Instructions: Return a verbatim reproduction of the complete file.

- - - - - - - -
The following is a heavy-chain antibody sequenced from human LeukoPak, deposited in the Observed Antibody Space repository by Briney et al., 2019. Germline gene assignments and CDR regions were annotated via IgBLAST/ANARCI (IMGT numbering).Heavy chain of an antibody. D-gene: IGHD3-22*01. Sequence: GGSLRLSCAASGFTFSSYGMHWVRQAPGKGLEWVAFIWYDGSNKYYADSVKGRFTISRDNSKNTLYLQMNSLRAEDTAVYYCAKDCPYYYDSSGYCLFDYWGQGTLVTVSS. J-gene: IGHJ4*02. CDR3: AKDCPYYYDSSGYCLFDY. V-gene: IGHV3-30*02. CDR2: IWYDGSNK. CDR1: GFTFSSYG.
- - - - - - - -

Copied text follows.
The following is a heavy-chain antibody sequenced from human LeukoPak, deposited in the Observed Antibody Space repository by Briney et al., 2019. Germline gene assignments and CDR regions were annotated via IgBLAST/ANARCI (IMGT numbering).Heavy chain of an antibody. D-gene: IGHD3-22*01. Sequence: GGSLRLSCAASGFTFSSYGMHWVRQAPGKGLEWVAFIWYDGSNKYYADSVKGRFTISRDNSKNTLYLQMNSLRAEDTAVYYCAKDCPYYYDSSGYCLFDYWGQGTLVTVSS. J-gene: IGHJ4*02. CDR3: AKDCPYYYDSSGYCLFDY. V-gene: IGHV3-30*02. CDR2: IWYDGSNK. CDR1: GFTFSSYG.